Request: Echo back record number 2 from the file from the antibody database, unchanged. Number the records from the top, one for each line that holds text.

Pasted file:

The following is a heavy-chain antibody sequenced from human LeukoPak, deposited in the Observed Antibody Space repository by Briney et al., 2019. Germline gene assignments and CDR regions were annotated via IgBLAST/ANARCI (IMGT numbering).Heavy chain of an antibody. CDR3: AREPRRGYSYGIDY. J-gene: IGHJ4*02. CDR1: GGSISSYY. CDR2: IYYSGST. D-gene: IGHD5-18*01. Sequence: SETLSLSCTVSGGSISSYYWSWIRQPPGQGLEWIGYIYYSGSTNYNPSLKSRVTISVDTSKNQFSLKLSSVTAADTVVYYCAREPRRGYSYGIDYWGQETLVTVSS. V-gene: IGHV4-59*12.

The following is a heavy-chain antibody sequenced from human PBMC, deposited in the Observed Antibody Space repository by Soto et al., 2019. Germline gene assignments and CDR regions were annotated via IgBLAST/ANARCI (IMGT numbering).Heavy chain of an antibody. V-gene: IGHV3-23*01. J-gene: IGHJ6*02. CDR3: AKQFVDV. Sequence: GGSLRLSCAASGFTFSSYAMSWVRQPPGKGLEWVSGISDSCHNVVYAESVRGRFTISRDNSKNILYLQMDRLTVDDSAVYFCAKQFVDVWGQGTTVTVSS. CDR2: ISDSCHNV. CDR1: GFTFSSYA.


The following is a heavy-chain antibody sequenced from human PBMC, deposited in the Observed Antibody Space repository by Soto et al., 2019. Germline gene assignments and CDR regions were annotated via IgBLAST/ANARCI (IMGT numbering).Heavy chain of an antibody. V-gene: IGHV3-23*01. J-gene: IGHJ6*02. CDR3: AKQFVDV. Sequence: GGSLRLSCAASGFTFSSYAMSWVRQPPGKGLEWVSGISDSCHNVVYAESVRGRFTISRDNSKNILYLQMDRLTVDDSAVYFCAKQFVDVWGQGTTVTVSS. CDR2: ISDSCHNV. CDR1: GFTFSSYA.